I’m sure that by now everyone has seen the photos of dead fish circulating on social media. All I can say is thank God we didn’t have social media during the 1983 freeze. You have likely heard a lot of doom and gloom but at the time of this writing our fishing is actually showing better signs of returning to normal than one might think. My dad always told me that Mother Nature will always take care of herself. So far in my 57 years on this earth (35 years of that guiding local bays) he has been right. I have seen many fish kills; red tides, freezes, and whatever, but Mother Nature always seems to know how to take care of her kids. That will be as much ink as I will use on the subject of the most recent freeze.
Here in the Seadrift-Port O’Connor area we are experiencing some very good fishing in a lot of different areas. Out at the Big Jetties it seems the fish never skipped a beat; guys fishing there have been steadily catching their normal species through the first week of March. San Antonio mid-bay reefs have been holding large numbers of smaller fish with some reefs holding quality keepers. I expect this should only get better as the tides distribute fish more evenly throughout the bay. There are a lot of mullet staging in back lakes and along bay shorelines, setting those areas up to be on par with what we normally see in April.
By now I should have already been running my usual March reconnaissance trips throughout all the area bays but I have not done this yet. Instead, I have been concentrating my efforts in San Antonio and Mesquite bay areas.
I have been concentrating on wading reefs for trout in the northern portion of San Antonio Bay. Not all reefs are the same and there are certain key elements that need to be present before I stick the Power Poles and step out of my Shallowsport X3. First and foremost I look for bait to be present; this can be mullet milling on the surface or schools of mullet cruising along the reef. It can also be birds working over schools of mullet or shrimp passing within casting distance of the reef.
Another key element is how well the layout of the reef can accommodate a group of wading fishermen. Meaning, the reef needs to be large enough for my group to wade without spooking the fish from the area. I have noticed on smaller reefs that between me getting the boat situated and my guys slipping into the, water we have spooked fish from the area. You will know this when the first angler out of the boat sticks a couple real quick, but as the others try to move in (see also potlick) they create too much disturbance and the fish move away from the reef. For this reason I will choose larger reefs to wade larger groups of anglers.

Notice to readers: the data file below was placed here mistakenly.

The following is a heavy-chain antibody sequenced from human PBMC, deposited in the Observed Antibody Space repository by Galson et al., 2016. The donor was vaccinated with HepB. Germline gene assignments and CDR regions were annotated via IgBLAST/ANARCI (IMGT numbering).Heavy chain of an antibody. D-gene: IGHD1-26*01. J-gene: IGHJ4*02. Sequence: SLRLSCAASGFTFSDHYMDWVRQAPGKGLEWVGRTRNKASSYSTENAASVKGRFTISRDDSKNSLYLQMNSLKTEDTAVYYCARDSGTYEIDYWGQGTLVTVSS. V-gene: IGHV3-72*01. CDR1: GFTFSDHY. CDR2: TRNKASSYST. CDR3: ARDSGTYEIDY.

The reefs also need to have what I call “troughs” running through them. It seems over the years I have noticed more fish and fish of better quality feeding around these troughs. A trough can be as narrow as a foot across and a few inches deep, or as wide as twenty feet and three feet deep. As long as you have water movement it seems there will be a gamefish or two feeding in that area.
There are limitations as to when you can fish these open bay reefs, one of which is wind, and guess what? We will have plenty of wind in April. There will be days when fishing the reefs is simply not in the cards and that’s when you’ll see me headed to the more protected backwaters of Matagorda Island.
I will concentrate my efforts along the south shoreline of San Antonio Bay such as drains that connect back lake areas to the main bay, and also pockets and coves that have guts running out of them into the bay. Redfish will corner baitfish for an easy meal in these drains and guts, and hopefully my 4” Bass Assassins will fool a few of them.
By the time you read this article Chad and Cole Starr of Coastline Marine in Seabrook should have my new Shallowsport X3 finished and I will be getting slime all over it. Thanks also to Wes Hudson and the crew at Shallow Sport Boats.Fish hard, fish smart!